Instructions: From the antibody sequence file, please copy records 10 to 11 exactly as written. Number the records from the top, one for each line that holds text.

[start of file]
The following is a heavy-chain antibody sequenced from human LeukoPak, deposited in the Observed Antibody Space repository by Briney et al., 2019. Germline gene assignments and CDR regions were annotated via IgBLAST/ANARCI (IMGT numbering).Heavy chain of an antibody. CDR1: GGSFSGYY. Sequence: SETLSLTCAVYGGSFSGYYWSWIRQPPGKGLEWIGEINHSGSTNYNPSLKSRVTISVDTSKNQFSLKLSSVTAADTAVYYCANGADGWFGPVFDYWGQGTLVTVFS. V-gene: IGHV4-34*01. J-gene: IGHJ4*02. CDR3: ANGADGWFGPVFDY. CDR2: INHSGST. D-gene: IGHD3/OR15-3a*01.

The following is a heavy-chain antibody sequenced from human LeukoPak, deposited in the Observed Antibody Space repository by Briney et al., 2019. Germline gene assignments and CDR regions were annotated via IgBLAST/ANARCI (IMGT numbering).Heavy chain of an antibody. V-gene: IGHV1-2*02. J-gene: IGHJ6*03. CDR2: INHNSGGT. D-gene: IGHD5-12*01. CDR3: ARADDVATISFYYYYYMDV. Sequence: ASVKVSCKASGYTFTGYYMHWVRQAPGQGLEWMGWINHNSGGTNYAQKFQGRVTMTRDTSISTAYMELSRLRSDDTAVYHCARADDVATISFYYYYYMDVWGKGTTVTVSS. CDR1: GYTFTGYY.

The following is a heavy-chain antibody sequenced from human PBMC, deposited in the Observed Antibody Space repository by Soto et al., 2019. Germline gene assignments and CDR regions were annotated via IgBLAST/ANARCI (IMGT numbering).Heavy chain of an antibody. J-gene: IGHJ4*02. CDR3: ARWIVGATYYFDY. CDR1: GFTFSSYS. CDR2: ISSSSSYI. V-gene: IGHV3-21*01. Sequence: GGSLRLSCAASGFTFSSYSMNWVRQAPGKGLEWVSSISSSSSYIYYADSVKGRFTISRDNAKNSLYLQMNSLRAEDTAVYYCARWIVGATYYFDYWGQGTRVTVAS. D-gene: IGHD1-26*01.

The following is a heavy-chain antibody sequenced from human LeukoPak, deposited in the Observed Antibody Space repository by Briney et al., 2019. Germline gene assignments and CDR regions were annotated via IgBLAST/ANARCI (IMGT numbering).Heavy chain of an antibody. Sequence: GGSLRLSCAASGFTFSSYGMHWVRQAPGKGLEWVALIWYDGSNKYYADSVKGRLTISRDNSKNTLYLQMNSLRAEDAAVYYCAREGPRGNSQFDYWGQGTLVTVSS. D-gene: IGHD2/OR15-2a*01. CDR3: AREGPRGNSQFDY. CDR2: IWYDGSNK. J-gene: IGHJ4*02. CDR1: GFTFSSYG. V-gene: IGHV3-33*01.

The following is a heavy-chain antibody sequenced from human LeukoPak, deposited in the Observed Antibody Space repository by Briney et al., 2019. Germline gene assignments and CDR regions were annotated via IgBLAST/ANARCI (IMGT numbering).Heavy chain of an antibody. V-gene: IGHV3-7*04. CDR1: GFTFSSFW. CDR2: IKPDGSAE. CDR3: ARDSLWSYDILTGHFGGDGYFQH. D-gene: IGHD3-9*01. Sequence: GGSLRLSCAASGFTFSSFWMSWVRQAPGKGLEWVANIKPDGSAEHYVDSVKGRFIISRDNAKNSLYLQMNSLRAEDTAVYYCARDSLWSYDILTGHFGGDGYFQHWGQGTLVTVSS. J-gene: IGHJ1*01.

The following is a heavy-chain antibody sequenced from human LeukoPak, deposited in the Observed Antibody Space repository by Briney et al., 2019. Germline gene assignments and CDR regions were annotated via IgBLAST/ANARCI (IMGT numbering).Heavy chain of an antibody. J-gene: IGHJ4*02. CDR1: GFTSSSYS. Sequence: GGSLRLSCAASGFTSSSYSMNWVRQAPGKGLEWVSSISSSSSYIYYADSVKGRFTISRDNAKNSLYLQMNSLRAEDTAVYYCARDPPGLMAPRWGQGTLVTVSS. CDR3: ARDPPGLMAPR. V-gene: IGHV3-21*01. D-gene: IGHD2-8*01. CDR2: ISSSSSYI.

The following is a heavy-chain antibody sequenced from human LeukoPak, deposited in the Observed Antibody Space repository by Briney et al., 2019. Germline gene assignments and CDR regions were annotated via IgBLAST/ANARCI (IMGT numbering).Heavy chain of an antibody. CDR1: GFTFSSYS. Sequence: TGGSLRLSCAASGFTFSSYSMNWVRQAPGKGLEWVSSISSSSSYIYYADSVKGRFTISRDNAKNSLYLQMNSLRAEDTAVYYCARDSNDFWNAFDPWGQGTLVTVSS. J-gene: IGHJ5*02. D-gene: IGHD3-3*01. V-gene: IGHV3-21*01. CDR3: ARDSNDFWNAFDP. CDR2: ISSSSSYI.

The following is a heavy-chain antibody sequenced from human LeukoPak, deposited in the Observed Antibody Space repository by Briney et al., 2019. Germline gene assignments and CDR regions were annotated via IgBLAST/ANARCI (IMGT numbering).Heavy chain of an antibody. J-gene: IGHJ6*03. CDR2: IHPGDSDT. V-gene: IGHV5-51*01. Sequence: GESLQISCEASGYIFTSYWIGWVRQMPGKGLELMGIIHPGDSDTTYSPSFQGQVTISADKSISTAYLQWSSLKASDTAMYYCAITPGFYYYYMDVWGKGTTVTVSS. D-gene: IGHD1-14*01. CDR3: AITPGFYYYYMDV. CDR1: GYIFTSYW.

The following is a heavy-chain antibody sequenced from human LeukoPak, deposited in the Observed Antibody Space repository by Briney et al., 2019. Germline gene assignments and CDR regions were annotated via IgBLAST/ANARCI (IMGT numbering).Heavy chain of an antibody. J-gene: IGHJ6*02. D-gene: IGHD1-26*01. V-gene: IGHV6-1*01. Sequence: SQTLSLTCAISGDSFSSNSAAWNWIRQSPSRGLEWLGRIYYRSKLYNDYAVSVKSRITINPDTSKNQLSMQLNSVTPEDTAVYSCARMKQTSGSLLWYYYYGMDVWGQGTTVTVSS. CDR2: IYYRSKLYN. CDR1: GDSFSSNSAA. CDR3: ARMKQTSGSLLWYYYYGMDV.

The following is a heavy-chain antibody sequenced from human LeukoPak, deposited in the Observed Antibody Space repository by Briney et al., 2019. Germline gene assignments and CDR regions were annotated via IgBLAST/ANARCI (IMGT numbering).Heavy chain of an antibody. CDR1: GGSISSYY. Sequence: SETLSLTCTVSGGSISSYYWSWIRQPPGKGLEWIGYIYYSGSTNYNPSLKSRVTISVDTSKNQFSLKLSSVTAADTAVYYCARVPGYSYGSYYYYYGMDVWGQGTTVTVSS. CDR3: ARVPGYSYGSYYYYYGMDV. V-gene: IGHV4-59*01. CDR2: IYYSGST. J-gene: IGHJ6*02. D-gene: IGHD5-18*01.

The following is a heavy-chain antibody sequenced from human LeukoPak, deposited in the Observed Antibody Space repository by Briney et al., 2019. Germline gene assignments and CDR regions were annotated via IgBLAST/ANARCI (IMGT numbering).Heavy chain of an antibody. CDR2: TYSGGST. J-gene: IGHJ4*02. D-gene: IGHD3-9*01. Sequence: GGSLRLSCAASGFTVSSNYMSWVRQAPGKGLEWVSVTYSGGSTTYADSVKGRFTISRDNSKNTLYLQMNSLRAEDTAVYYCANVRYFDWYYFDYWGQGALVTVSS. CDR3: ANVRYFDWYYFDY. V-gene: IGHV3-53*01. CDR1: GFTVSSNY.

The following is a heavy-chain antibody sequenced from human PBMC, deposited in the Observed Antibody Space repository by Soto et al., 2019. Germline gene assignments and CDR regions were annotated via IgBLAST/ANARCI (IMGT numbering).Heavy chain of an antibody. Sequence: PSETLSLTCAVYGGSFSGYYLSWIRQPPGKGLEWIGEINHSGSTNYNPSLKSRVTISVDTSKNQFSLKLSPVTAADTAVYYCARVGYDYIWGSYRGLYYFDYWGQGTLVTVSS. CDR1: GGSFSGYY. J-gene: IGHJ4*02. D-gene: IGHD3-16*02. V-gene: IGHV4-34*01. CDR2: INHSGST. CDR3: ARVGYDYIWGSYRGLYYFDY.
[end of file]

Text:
The following is a heavy-chain antibody sequenced from human LeukoPak, deposited in the Observed Antibody Space repository by Briney et al., 2019. Germline gene assignments and CDR regions were annotated via IgBLAST/ANARCI (IMGT numbering).Heavy chain of an antibody. CDR1: GGSISSYY. Sequence: SETLSLTCTVSGGSISSYYWSWIRQPPGKGLEWIGYIYYSGSTNYNPSLKSRVTISVDTSKNQFSLKLSSVTAADTAVYYCARVPGYSYGSYYYYYGMDVWGQGTTVTVSS. CDR3: ARVPGYSYGSYYYYYGMDV. V-gene: IGHV4-59*01. CDR2: IYYSGST. J-gene: IGHJ6*02. D-gene: IGHD5-18*01.

The following is a heavy-chain antibody sequenced from human LeukoPak, deposited in the Observed Antibody Space repository by Briney et al., 2019. Germline gene assignments and CDR regions were annotated via IgBLAST/ANARCI (IMGT numbering).Heavy chain of an antibody. CDR2: TYSGGST. J-gene: IGHJ4*02. D-gene: IGHD3-9*01. Sequence: GGSLRLSCAASGFTVSSNYMSWVRQAPGKGLEWVSVTYSGGSTTYADSVKGRFTISRDNSKNTLYLQMNSLRAEDTAVYYCANVRYFDWYYFDYWGQGALVTVSS. CDR3: ANVRYFDWYYFDY. V-gene: IGHV3-53*01. CDR1: GFTVSSNY.